Rear washroom/toilet/wardrobe.

#1
Hi all, nice to see names from the past, my first post is about a Timberland style rear washroom. It looks a great layout to me, all the furniture would be low level having the toilet and wardrobe behind a door at the back. Some storage would be lost but for us it would still leave plenty. I have never seen a self build done this way is there some reason they are not popular? john clark.
 
#4
Hi John
When we built Muttley we went to the NEC show. The good lady liked the rear bathroom idea:) also would save cutting another hole re the cassette. Also access to the plumbing would also be easier!!
However once we saw the rear lounge we where sold on that layout. At that time we didn’t know whether to go LWB or MWB we eventually went the later.
I guess that’s the beauty of a selfbuild you do it to your liking:)
Nice to see you by the way
Take care
Ken
 
#7
A suggestion
Using a composting toilet means no need for a big hole anywhere just a small one of a vent fan is used.
What amazes me is that the principle is so simple yet some cost £1000 for effectively a diverter, a glorified bucket and a milk bottle or similar!
Definitely a cheap thing to Diy though.
 
#8
A suggestion
Using a composting toilet means no need for a big hole anywhere just a small one of a vent fan is used.
What amazes me is that the principle is so simple yet some cost £1000 for effectively a diverter, a glorified bucket and a milk bottle or similar!
Definitely a cheap thing to Diy though.
A suggestion
Using a composting toilet means no need for a big hole anywhere just a small one of a vent fan is used.
What amazes me is that the principle is so simple yet some cost £1000 for effectively a diverter, a glorified bucket and a milk bottle or similar!
Definitely a cheap thing to Diy though.
I looked at this a couple of years ago but lost interest. There are quite a few videos on youtube showing diy toilets. A local to me Skipton based small company sell the diverter for about £85 that one looks the best, others are on ebay from about £36. Looks a simple DIY job. Thanks for the post I am interested again now.:D
 
#10
I started my build with this layout but then my wife decided she didn’t want to sleep facing the sliding door as I’m awake and out with the dog before she thinks about getting up. We now have a U shape lounge at the rear which can be left set up as a bed if we want. I’m really pleased we did this. Works well for us. Steve
 
#11
I am at the design stage of my build, I have never owned a motorhome or caravan before so have no experience or hang ups.

Right now a composting toilet looks like a good idea with one caveat moisture control in the solids bucket is key to pong control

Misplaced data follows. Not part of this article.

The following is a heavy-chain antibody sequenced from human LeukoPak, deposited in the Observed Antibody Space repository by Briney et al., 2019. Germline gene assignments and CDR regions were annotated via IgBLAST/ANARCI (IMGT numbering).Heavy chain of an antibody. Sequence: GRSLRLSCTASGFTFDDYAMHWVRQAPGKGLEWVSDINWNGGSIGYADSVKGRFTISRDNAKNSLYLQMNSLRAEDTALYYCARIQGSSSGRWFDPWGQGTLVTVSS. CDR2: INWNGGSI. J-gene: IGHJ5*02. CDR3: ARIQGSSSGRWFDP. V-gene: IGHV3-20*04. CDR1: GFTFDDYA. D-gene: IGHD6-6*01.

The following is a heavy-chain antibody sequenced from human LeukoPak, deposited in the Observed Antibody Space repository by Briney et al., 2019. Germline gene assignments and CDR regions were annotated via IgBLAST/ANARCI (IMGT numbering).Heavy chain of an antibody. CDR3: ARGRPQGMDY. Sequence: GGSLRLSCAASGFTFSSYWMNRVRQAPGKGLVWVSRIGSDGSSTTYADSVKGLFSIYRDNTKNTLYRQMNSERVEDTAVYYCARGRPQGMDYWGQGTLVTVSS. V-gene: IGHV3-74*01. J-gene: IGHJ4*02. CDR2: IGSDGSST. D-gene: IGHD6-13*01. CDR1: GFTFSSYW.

In a van the bog is going to be in a wet room
Most commercial flush toilets are conventional and a bit of shower spray getting inside will not matter.

Most composting toilets seem to be in dedicated rooms so will not get regular monsoons

I probably will not have room for a screen or curtain so I want a room sealed toilet

The Kildwick type diverter still uses a standard seat with gaps for water ingress.

I will probably use one of these instead.
 
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#13
With a rear bathroom, you lose your boot, doesn’t matter if you go with a fixed rear bed or a ushaped rear lounge area.
You will have a storage area accessible from the outside, to keep your dirty things in, ie chairs, bbq, windbreaker etc. Other wise all these items have to come into your living space.
Darcar.
 
#15
Our design has a 300 mm bulkhead onto the rear doors.
The van is a ducato maxi therefore 6.3 long.
Rear seating area/ king size bed.
Kitchen and bathroom opposite.
With having the swivel seats in the front we get two areas to sit.
Plus with the rear lounge you can lounge with your feet up.
The garage in the 300mm boot allows for storage of two bikes, two chairs, silver screen, water bottles, hose ,cable, levelling ramps, veg, wine, rucksacs plus tools and other stuff we all carry around just in case.
The problem of air leaking back doors in a panel van has been eliminated by this bulkhead.
Most of the other design similar to an IH ducato.
A design tip the owner gave us when visiting there workshop was,
Imagine where each person is when cooking, washing , sleeping, don’t create crossing places.
 
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